An important feature of the moss life cycle is that the developing embryo is retained on the gametophyte plant body. This is an adaptation to the terrestrial environment because the embryo is protected from desiccation throughout its development into the sporophyte. (Remember the description of plants as embryophytes?) If you think about haploid and diploid stages in terms of the animal life cycle, it will be difficult to make sense of the plant life cycle. As noted above, the plant life cycle includes alternation of generations, with a multicellular haploid stage. Review again, step 5 of the life cycle (where meiosis takes place). Note that meiosis does not occur again when gametes are produced. Once you recognize these differences, you should begin to feel more comfortable thinking about plant life cycles.

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 Figure 15. Bryophyte Life Cycle. (Click image to enlarge) 

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Transcript for Plants I - Part III

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Summary

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The diversity of plants existing today is the result of 475-700 million years of evolution and adaptation to the terrestrial environment. Plants arose from a lineage of green algae and their closest protest relatives are the Charophytes. Both have cellulosic cell walls, form cell plates during cytokinesis, store carbon in the form of starch, have chlorophyll b as an accessory pigment, and share similar RNA and DNA sequences for particular genes. Charophytes are aquatic organisms, and it is highly likely that the earliest plants occupied transitional environments between the sea and the land. The transition to the terrestrial environment was advantageous for plants because there was direct access to sunlight and little to no herbivore activity. Early plants were ill-equipped for life out of the water, and desiccation was a major challenge to a land-based existence.
Adaptations to the terrestrial environment enabled generation after generation of plants to successfully live out of the water. The waxy cuticle and stomata are effective in reducing water loss and preventing desiccation. Vascular tissue further reduces the problem of desiccation because it allows transport of water and nutrients throughout the plant. Upright growth for improved access to sunlight is also an advantage conferred by vascular tissue because it also functions in internal support of the plant body. Protection of gametes and developing embryos is the role of jacketed gametangia, and later, the seed. More recently in plant history, adaptive features have been influenced by other organisms in the terrestrial environment; some plants produce specialized flower structures and fruits that attract insects and other animals that aid in pollination and seed dispersal.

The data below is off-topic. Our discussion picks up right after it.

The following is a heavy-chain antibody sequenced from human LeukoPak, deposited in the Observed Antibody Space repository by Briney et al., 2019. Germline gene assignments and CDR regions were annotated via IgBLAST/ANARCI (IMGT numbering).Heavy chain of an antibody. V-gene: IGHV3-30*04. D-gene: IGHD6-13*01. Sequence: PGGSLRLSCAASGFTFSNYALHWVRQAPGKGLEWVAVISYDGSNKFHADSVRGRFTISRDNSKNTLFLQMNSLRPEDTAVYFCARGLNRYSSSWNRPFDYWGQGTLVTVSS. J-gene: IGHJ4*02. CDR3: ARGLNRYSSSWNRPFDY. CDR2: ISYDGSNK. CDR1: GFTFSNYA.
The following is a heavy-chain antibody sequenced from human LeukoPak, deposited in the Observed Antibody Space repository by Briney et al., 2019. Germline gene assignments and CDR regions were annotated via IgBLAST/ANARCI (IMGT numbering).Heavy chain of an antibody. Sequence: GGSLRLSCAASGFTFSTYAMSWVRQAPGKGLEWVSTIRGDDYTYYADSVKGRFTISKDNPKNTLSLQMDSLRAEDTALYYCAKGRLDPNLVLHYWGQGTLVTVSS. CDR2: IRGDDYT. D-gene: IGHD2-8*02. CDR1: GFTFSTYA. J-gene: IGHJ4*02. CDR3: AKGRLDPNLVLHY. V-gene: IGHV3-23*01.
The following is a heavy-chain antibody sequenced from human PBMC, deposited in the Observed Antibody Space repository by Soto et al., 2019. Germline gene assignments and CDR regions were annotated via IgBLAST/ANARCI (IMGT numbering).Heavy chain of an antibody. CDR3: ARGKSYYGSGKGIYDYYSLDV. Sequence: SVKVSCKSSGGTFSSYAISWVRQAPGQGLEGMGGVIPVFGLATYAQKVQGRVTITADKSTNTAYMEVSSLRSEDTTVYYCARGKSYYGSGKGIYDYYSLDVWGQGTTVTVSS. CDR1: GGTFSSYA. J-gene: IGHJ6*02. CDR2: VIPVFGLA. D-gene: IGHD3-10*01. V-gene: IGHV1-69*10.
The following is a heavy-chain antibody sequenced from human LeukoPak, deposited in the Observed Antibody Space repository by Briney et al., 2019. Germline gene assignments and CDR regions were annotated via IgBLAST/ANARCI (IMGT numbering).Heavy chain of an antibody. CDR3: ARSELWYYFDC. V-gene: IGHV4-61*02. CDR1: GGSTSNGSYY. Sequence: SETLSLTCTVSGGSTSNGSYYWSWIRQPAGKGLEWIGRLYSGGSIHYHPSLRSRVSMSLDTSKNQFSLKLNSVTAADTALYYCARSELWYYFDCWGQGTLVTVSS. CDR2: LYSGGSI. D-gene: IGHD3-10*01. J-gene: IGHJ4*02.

The nonvascular plants (including mosses, liverworts and hornworts) are highly successful and can be found the world over. They are resistant to desiccation, but prefer a moist environment due to their lack of vascular tissue and motile gametes. Nonvascular plants, like other plants, are embryophytes, and their life cycles are based on alternation of generations. The prominent generation of nonvascular plants is the multicellular haploid gametophyte. The diploid sporophyte generation is completely dependent on the gametophyte for its survival. In the more derived plant lineages, the gametophyte is greatly reduced. You should also know that the nonvascular plants do not have vascular tissue or seeds, however, they do have a stomata, a protected embryo, and most have a waxy cuticle. Seedless vascular plants are more derived than nonvascular plants and are defined by their lack of seed production and presence of vascular tissue. The more derived lineages, nonflowering seed plants and flowering seed plants, both produce seeds, but only the flowering seed plants produce flowers and fruits. Life cycles and the major characteristics of the vascular plants will be covered in the next two tutorials.